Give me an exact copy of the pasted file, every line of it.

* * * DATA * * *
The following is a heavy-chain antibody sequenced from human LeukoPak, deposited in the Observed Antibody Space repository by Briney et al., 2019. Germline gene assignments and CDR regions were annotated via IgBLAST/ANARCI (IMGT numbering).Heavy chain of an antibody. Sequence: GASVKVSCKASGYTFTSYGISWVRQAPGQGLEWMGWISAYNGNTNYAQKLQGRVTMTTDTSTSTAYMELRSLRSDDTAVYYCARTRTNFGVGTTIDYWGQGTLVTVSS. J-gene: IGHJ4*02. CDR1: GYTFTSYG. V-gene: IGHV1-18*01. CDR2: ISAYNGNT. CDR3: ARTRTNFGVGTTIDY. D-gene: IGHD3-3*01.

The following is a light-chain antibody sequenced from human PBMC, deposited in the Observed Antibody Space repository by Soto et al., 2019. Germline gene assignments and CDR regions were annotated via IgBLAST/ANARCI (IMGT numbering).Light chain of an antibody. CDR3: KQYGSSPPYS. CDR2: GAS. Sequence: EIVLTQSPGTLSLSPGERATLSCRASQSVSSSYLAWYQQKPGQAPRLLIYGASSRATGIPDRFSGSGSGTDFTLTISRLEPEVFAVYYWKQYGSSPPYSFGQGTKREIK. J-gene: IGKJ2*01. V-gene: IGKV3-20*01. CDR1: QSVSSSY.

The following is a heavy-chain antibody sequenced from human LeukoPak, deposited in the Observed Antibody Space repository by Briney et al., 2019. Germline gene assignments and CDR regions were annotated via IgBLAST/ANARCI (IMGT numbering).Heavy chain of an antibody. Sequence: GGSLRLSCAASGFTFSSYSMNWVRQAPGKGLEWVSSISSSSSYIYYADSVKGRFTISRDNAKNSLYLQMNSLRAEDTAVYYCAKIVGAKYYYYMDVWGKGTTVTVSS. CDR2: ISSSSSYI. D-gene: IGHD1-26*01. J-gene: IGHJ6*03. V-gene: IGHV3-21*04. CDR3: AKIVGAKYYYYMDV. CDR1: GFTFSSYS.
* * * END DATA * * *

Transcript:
The following is a heavy-chain antibody sequenced from human LeukoPak, deposited in the Observed Antibody Space repository by Briney et al., 2019. Germline gene assignments and CDR regions were annotated via IgBLAST/ANARCI (IMGT numbering).Heavy chain of an antibody. Sequence: GASVKVSCKASGYTFTSYGISWVRQAPGQGLEWMGWISAYNGNTNYAQKLQGRVTMTTDTSTSTAYMELRSLRSDDTAVYYCARTRTNFGVGTTIDYWGQGTLVTVSS. J-gene: IGHJ4*02. CDR1: GYTFTSYG. V-gene: IGHV1-18*01. CDR2: ISAYNGNT. CDR3: ARTRTNFGVGTTIDY. D-gene: IGHD3-3*01.

The following is a light-chain antibody sequenced from human PBMC, deposited in the Observed Antibody Space repository by Soto et al., 2019. Germline gene assignments and CDR regions were annotated via IgBLAST/ANARCI (IMGT numbering).Light chain of an antibody. CDR3: KQYGSSPPYS. CDR2: GAS. Sequence: EIVLTQSPGTLSLSPGERATLSCRASQSVSSSYLAWYQQKPGQAPRLLIYGASSRATGIPDRFSGSGSGTDFTLTISRLEPEVFAVYYWKQYGSSPPYSFGQGTKREIK. J-gene: IGKJ2*01. V-gene: IGKV3-20*01. CDR1: QSVSSSY.

The following is a heavy-chain antibody sequenced from human LeukoPak, deposited in the Observed Antibody Space repository by Briney et al., 2019. Germline gene assignments and CDR regions were annotated via IgBLAST/ANARCI (IMGT numbering).Heavy chain of an antibody. Sequence: GGSLRLSCAASGFTFSSYSMNWVRQAPGKGLEWVSSISSSSSYIYYADSVKGRFTISRDNAKNSLYLQMNSLRAEDTAVYYCAKIVGAKYYYYMDVWGKGTTVTVSS. CDR2: ISSSSSYI. D-gene: IGHD1-26*01. J-gene: IGHJ6*03. V-gene: IGHV3-21*04. CDR3: AKIVGAKYYYYMDV. CDR1: GFTFSSYS.